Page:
Friday, March 16, 2018

Celebrate Health with Wise County Health Fair

As you mark your calendars for the many activities taking place this spring, I would like to encourage you to make plans to attend the Wise County Health Fair scheduled for Saturday, March 24 from 8:30 am to 12:00 pm at the Decatur Civic Center.  The Health Fair is sponsored by United Way and is promoting a healthier Wise County through community awareness and education.
An added feature this year will be the opportunity to dispose of prescription drugs that are expired or you no longer use. Thanks to the Decatur Police Department for making the Drug Disposal Box available. 
Fit Fun for Everyone, a Fitness Celebration will include Fitness stations set up by local Fitness Facilities, individuals, and student groups. Registration begins at 9:45 a.m. in front of the Civic Center with the first 50 participants to receive a t-shirt.  There are many additional prizes for participants visiting the fitness stations.  Adults and children are encouraged to participate from 10-11am.  This event is free.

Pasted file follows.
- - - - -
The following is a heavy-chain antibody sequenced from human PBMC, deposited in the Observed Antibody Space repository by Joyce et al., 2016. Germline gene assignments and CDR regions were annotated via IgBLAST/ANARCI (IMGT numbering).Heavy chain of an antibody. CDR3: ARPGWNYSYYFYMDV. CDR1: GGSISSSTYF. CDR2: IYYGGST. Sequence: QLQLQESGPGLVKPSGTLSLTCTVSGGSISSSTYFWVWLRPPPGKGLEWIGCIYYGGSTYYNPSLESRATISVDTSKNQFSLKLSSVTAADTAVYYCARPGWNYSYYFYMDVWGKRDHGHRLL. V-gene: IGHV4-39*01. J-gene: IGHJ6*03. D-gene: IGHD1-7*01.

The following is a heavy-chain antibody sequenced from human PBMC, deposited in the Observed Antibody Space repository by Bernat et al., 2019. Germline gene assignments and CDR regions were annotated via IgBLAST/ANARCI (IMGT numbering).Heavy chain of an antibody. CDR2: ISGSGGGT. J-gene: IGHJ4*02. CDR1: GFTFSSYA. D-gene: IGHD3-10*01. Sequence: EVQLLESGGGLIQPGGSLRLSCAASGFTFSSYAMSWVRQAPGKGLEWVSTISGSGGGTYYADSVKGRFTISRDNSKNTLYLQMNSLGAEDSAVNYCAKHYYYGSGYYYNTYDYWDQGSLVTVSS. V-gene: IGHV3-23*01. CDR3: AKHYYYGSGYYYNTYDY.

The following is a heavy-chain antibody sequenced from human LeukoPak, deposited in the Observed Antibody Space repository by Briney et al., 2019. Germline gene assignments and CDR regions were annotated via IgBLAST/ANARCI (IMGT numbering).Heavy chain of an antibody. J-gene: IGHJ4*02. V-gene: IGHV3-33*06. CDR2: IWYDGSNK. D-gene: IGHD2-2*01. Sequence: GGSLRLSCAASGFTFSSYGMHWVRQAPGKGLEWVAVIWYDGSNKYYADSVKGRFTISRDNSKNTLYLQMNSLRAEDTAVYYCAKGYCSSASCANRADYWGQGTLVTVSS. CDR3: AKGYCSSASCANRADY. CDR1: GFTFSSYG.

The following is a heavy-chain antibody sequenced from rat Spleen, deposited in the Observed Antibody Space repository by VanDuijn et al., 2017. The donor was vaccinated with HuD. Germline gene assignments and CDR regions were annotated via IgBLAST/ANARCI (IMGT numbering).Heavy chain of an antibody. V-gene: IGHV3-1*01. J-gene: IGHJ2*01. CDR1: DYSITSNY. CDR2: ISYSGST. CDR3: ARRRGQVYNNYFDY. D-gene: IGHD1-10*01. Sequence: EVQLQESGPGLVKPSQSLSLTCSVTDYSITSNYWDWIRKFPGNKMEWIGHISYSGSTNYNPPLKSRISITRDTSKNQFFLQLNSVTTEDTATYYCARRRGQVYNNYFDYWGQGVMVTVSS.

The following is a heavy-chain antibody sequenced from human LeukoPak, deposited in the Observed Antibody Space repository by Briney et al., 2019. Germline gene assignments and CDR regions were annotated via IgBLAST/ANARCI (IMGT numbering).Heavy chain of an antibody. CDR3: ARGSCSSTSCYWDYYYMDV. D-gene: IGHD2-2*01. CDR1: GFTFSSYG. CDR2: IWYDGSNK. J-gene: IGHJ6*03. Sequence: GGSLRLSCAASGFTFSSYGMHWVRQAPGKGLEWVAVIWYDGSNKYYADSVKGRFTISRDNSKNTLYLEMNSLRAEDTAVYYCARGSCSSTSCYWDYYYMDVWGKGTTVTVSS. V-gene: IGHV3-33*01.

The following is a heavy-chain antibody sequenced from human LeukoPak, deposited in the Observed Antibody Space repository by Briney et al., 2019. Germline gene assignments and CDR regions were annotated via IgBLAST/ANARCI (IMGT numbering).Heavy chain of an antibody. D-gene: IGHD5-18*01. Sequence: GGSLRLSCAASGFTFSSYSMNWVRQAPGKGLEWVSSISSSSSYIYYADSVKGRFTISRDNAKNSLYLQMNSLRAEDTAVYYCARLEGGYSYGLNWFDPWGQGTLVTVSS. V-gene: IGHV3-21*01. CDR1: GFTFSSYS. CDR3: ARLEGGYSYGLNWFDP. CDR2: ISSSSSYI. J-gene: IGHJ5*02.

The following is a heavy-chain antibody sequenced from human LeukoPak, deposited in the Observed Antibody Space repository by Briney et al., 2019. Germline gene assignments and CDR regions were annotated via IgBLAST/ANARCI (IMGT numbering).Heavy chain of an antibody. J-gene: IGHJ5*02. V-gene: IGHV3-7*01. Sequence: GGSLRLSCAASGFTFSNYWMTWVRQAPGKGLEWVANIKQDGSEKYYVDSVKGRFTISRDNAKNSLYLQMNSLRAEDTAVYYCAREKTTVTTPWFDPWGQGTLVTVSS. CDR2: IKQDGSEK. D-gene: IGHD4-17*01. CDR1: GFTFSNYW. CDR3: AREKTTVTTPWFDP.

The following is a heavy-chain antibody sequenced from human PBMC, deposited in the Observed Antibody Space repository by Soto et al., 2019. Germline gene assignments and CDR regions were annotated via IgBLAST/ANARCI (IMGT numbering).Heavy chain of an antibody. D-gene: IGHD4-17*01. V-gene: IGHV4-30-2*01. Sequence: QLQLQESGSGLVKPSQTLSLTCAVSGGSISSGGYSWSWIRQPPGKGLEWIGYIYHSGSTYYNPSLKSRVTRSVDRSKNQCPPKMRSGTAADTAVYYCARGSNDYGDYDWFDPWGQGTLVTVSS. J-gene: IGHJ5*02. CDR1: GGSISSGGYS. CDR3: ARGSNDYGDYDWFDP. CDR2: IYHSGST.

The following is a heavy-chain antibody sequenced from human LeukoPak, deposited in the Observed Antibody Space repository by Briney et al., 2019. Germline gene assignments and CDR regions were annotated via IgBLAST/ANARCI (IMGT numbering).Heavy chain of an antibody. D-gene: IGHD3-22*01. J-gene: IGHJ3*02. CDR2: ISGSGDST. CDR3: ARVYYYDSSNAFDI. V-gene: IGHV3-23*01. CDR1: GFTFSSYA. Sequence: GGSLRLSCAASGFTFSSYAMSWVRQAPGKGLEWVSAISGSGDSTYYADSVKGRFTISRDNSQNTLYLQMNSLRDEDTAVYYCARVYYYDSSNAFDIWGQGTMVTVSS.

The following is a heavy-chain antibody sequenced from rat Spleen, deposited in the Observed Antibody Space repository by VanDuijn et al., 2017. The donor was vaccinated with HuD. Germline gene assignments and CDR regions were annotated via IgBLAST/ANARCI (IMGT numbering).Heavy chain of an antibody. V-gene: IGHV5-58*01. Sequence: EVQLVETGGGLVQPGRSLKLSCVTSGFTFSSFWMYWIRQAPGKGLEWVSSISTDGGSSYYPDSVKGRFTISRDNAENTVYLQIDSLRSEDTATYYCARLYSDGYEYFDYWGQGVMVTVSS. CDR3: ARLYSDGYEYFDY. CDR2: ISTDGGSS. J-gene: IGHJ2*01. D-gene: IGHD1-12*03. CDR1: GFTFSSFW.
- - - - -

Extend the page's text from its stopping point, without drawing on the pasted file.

There are many other free opportunities as well.  You will want to take advantage of numerous free health screenings. Several popular activities are returning such as: Face painting; child fingerprinting by the Wise County Sheriff’s office  Participants will be able to take part in plant pals offered by Wise County 4-H; and the Carter Blood Care unit returns. 
Entry forms for booths/displays/activities space are available via the United Way website at You may also contact the Extension office at 940/627-3341 for additional information.

Friday, March 9, 2018

Cleaning the Kitchen Cupboard: Toss or Save?

Have you looked — REALLY looked — at the foods in your kitchen cupboards lately? Is it time to bid some foods a fond farewell? Can you “revive” some aging foods so they still can be used? Read on for tips from Nebraska Extension specialists to help you decide whether to toss, move or try to save common kitchen cupboard foods.